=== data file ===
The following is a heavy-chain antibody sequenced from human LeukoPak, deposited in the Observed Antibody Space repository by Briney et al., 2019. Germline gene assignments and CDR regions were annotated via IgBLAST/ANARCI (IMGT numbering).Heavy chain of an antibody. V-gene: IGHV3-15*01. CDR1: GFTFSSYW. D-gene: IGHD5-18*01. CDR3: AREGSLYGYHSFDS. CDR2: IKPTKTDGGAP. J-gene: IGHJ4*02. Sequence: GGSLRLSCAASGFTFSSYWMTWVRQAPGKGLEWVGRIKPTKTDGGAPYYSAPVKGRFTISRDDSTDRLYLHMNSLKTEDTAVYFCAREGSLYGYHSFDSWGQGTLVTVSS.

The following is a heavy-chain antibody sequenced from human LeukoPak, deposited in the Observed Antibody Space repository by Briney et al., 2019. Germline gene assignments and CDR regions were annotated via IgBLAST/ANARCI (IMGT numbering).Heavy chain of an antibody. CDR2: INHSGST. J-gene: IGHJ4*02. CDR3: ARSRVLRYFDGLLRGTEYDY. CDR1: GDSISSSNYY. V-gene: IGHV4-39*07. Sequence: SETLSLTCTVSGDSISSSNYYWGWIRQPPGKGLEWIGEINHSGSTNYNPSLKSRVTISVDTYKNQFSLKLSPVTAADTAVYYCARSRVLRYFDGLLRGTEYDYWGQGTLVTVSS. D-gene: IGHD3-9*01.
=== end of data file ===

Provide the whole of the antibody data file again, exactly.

The following is a heavy-chain antibody sequenced from human LeukoPak, deposited in the Observed Antibody Space repository by Briney et al., 2019. Germline gene assignments and CDR regions were annotated via IgBLAST/ANARCI (IMGT numbering).Heavy chain of an antibody. V-gene: IGHV3-15*01. CDR1: GFTFSSYW. D-gene: IGHD5-18*01. CDR3: AREGSLYGYHSFDS. CDR2: IKPTKTDGGAP. J-gene: IGHJ4*02. Sequence: GGSLRLSCAASGFTFSSYWMTWVRQAPGKGLEWVGRIKPTKTDGGAPYYSAPVKGRFTISRDDSTDRLYLHMNSLKTEDTAVYFCAREGSLYGYHSFDSWGQGTLVTVSS.

The following is a heavy-chain antibody sequenced from human LeukoPak, deposited in the Observed Antibody Space repository by Briney et al., 2019. Germline gene assignments and CDR regions were annotated via IgBLAST/ANARCI (IMGT numbering).Heavy chain of an antibody. CDR2: INHSGST. J-gene: IGHJ4*02. CDR3: ARSRVLRYFDGLLRGTEYDY. CDR1: GDSISSSNYY. V-gene: IGHV4-39*07. Sequence: SETLSLTCTVSGDSISSSNYYWGWIRQPPGKGLEWIGEINHSGSTNYNPSLKSRVTISVDTYKNQFSLKLSPVTAADTAVYYCARSRVLRYFDGLLRGTEYDYWGQGTLVTVSS. D-gene: IGHD3-9*01.